What is right entertainment? This debate has really heated up in recent times, with web entertainment experimenting with bold themes like BDSM and alternative sexuality. Yet, there is a huge Indian market which still wants to watch good old subjects featuring a rich, spoilt brat, her loving father and a street smart dude who tames […]

What is right entertainment? This debate has really heated up in recent times, with web entertainment experimenting with bold themes like BDSM and alternative sexuality. Yet, there is a huge Indian market which still wants to watch good old subjects featuring a rich, spoilt brat, her loving father and a street smart dude who tames her. Well folks, this, in a nutshell, is the concept of the new Star Bharat show, Jai Kanhaiya Lal Ki.

Being the remake of the popular Bengali show Bhojo Gobindo that aired on Star Jalsha, the show comes with a lot of expectations.

Newbie, Shweta Bhattacharya, is doing a good job as Daali, who does as she pleases. Daali has been given full freedom by her rich granddad. The scene where she plays loud music to drown out the bhajans depicts a very common generational conflict. In keeping with the good girl image, Daali is shown to be fully covered–no miniskirts or cleavage showing tops for her.

The grandfather part is well essayed by Deepankar De. He is a nice man, hence, can’t crack the whip on Daali. Keeping the comic genre in mind, his anger and constant whining are always in a lighter vein, which is humorous. Many fathers and mothers will identify with his perpetual conflict. The poor man fibs through his teeth about his beloved granddaughter’s sanskari ways, but falls flat on his face over and over again. 99 guys have rejected Daali so far, but she is blasé and pines for her knight in shining armour.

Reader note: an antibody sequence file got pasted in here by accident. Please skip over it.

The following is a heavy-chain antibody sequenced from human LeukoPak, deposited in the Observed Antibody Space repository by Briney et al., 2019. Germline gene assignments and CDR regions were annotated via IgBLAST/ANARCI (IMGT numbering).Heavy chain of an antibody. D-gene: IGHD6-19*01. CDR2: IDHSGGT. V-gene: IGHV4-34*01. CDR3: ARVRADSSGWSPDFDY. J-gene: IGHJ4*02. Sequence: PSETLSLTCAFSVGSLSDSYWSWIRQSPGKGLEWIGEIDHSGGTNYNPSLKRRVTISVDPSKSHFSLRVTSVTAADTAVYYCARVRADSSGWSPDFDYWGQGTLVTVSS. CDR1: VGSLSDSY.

The story takes a clear dig at the Indian mentality of craving for an NRI husband for the daughter. Here, the family turns out to be from Bangladesh, as opposed to from the US, UK or Australia. The groom is always shown to be a patcy who wants the girl, but the parents put their foot down. There are also a lot of references to God– an intrinsic part of desi life.

The song and dance entry of male lead, Vishal Vashishtha, was fun. The use of Bollywood numbers on TVhas become very common- even here, Daali is shown grooving to Nashe Si Chadh Gai. It would be interesting to see how Govindo enters the house as a house help and deals with Daali, who has made all the previous servants run away. The job of the writers musn’t have been too challenging, as there are several films and TV shows based on the same subject for reference. The dialogues, screenplay and subplots will be the crucial differentiator in this case. It is still too early to comment on the same.

As is the case with all family dramas, here too, the canvas is filled with relatives- the good, the bad and the not so important.

Here, to be fair, we have to acknowledge that Star Bharat knows its audience well, as most of its shows are doing well. The channel doles out simple stories, well told and classily executed. TV is a reflection of social mindsets, and we have to accept that small towns, the main consumers of TV shows, are still not ready to accept women outside the family, forget embracing sexual openness. No wonder then, that most small-screen offerings, which tried to cross this so-called Laxman Rekha, have perished in the ratings war.

And last but not the least, the urban crowd that cribs about desi TV being regressive doesn’t follow tube fiction anyways. So why will anybody bother about their likes and dislikes? They also enjoy the luxury of other entertainment avenues– internet, opera, stage, etc. – which general TV audiences don’t have. It is for this reason that shows such as Jai Kanhaiya Lal Ki are a win-win proposition for both- the channel and the mainstream TV audiences.

Having said this, Producer Snehasish Chakraborty’s Blues Productions has been successful when it comes to the original Bengali version of the show. One reality though about the look and feel of the show is that the Hindi version too seems to have a regional look, especially because of the regional cast that has been used in the show. We only hope this simplicity in thoughts to keep the product as close as possible to its roots (here: read as Bengali version) does not create problems for its growth and popularity in the Hindi sector.

Overall, IndianWikiMedia.com gives the effort 3 out of 5 stars.

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